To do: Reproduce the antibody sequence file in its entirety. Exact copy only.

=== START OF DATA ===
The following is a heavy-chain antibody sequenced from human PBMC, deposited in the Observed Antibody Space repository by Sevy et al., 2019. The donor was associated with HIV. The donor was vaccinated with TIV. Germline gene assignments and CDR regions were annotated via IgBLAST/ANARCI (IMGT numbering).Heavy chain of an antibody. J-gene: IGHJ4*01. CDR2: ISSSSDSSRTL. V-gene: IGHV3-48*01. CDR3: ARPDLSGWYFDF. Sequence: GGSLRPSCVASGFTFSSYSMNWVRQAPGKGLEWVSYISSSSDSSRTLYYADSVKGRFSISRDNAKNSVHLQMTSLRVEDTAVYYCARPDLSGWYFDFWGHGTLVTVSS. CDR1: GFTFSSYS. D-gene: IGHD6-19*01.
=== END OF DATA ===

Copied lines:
The following is a heavy-chain antibody sequenced from human PBMC, deposited in the Observed Antibody Space repository by Sevy et al., 2019. The donor was associated with HIV. The donor was vaccinated with TIV. Germline gene assignments and CDR regions were annotated via IgBLAST/ANARCI (IMGT numbering).Heavy chain of an antibody. J-gene: IGHJ4*01. CDR2: ISSSSDSSRTL. V-gene: IGHV3-48*01. CDR3: ARPDLSGWYFDF. Sequence: GGSLRPSCVASGFTFSSYSMNWVRQAPGKGLEWVSYISSSSDSSRTLYYADSVKGRFSISRDNAKNSVHLQMTSLRVEDTAVYYCARPDLSGWYFDFWGHGTLVTVSS. CDR1: GFTFSSYS. D-gene: IGHD6-19*01.